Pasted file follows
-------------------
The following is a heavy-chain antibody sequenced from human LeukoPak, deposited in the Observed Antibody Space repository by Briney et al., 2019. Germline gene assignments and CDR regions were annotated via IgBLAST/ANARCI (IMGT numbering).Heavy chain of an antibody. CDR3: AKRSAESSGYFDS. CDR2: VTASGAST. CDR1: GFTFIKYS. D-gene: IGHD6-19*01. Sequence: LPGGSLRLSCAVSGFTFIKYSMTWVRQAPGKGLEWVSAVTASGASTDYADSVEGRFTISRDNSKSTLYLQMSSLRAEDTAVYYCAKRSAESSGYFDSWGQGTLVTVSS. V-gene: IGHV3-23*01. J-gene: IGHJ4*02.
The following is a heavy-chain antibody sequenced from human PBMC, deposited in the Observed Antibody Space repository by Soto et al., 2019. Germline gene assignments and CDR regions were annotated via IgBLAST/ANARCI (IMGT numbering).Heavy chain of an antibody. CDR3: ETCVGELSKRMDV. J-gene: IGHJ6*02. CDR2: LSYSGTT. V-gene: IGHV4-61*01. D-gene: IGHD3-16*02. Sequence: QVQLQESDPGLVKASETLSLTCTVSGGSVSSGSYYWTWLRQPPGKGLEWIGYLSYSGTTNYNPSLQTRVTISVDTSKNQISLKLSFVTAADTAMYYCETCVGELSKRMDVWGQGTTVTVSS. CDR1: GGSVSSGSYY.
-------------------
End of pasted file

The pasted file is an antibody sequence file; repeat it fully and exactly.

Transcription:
The following is a heavy-chain antibody sequenced from human LeukoPak, deposited in the Observed Antibody Space repository by Briney et al., 2019. Germline gene assignments and CDR regions were annotated via IgBLAST/ANARCI (IMGT numbering).Heavy chain of an antibody. CDR3: AKRSAESSGYFDS. CDR2: VTASGAST. CDR1: GFTFIKYS. D-gene: IGHD6-19*01. Sequence: LPGGSLRLSCAVSGFTFIKYSMTWVRQAPGKGLEWVSAVTASGASTDYADSVEGRFTISRDNSKSTLYLQMSSLRAEDTAVYYCAKRSAESSGYFDSWGQGTLVTVSS. V-gene: IGHV3-23*01. J-gene: IGHJ4*02.
The following is a heavy-chain antibody sequenced from human PBMC, deposited in the Observed Antibody Space repository by Soto et al., 2019. Germline gene assignments and CDR regions were annotated via IgBLAST/ANARCI (IMGT numbering).Heavy chain of an antibody. CDR3: ETCVGELSKRMDV. J-gene: IGHJ6*02. CDR2: LSYSGTT. V-gene: IGHV4-61*01. D-gene: IGHD3-16*02. Sequence: QVQLQESDPGLVKASETLSLTCTVSGGSVSSGSYYWTWLRQPPGKGLEWIGYLSYSGTTNYNPSLQTRVTISVDTSKNQISLKLSFVTAADTAMYYCETCVGELSKRMDVWGQGTTVTVSS. CDR1: GGSVSSGSYY.